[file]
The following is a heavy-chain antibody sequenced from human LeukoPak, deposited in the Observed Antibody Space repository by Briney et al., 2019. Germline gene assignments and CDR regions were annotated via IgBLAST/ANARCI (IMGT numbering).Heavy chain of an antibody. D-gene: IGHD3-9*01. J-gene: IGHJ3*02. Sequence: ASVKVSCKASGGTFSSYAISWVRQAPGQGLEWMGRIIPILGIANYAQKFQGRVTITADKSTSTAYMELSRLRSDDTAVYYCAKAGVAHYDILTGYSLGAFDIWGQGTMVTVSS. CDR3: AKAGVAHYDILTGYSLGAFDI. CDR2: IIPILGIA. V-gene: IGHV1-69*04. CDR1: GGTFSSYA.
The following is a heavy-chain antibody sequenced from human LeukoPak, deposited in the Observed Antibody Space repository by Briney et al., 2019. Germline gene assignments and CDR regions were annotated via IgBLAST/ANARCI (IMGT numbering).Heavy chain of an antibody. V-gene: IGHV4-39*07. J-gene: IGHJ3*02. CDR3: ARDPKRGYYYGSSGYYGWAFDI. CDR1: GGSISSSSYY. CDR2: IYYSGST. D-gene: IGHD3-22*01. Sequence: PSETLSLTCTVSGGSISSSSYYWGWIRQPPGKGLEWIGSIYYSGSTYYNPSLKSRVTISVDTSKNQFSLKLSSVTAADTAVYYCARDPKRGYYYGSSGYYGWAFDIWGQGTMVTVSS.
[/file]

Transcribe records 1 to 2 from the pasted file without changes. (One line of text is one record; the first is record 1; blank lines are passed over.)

The following is a heavy-chain antibody sequenced from human LeukoPak, deposited in the Observed Antibody Space repository by Briney et al., 2019. Germline gene assignments and CDR regions were annotated via IgBLAST/ANARCI (IMGT numbering).Heavy chain of an antibody. D-gene: IGHD3-9*01. J-gene: IGHJ3*02. Sequence: ASVKVSCKASGGTFSSYAISWVRQAPGQGLEWMGRIIPILGIANYAQKFQGRVTITADKSTSTAYMELSRLRSDDTAVYYCAKAGVAHYDILTGYSLGAFDIWGQGTMVTVSS. CDR3: AKAGVAHYDILTGYSLGAFDI. CDR2: IIPILGIA. V-gene: IGHV1-69*04. CDR1: GGTFSSYA.
The following is a heavy-chain antibody sequenced from human LeukoPak, deposited in the Observed Antibody Space repository by Briney et al., 2019. Germline gene assignments and CDR regions were annotated via IgBLAST/ANARCI (IMGT numbering).Heavy chain of an antibody. V-gene: IGHV4-39*07. J-gene: IGHJ3*02. CDR3: ARDPKRGYYYGSSGYYGWAFDI. CDR1: GGSISSSSYY. CDR2: IYYSGST. D-gene: IGHD3-22*01. Sequence: PSETLSLTCTVSGGSISSSSYYWGWIRQPPGKGLEWIGSIYYSGSTYYNPSLKSRVTISVDTSKNQFSLKLSSVTAADTAVYYCARDPKRGYYYGSSGYYGWAFDIWGQGTMVTVSS.